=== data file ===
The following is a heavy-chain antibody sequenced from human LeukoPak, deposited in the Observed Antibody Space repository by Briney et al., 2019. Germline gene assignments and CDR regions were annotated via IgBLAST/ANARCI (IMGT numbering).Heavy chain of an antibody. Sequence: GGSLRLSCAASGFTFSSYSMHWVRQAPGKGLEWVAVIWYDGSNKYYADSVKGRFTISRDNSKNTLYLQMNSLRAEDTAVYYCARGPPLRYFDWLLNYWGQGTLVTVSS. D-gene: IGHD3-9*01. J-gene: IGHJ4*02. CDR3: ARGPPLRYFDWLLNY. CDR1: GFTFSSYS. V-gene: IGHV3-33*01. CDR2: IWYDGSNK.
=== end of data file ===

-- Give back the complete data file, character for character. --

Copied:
The following is a heavy-chain antibody sequenced from human LeukoPak, deposited in the Observed Antibody Space repository by Briney et al., 2019. Germline gene assignments and CDR regions were annotated via IgBLAST/ANARCI (IMGT numbering).Heavy chain of an antibody. Sequence: GGSLRLSCAASGFTFSSYSMHWVRQAPGKGLEWVAVIWYDGSNKYYADSVKGRFTISRDNSKNTLYLQMNSLRAEDTAVYYCARGPPLRYFDWLLNYWGQGTLVTVSS. D-gene: IGHD3-9*01. J-gene: IGHJ4*02. CDR3: ARGPPLRYFDWLLNY. CDR1: GFTFSSYS. V-gene: IGHV3-33*01. CDR2: IWYDGSNK.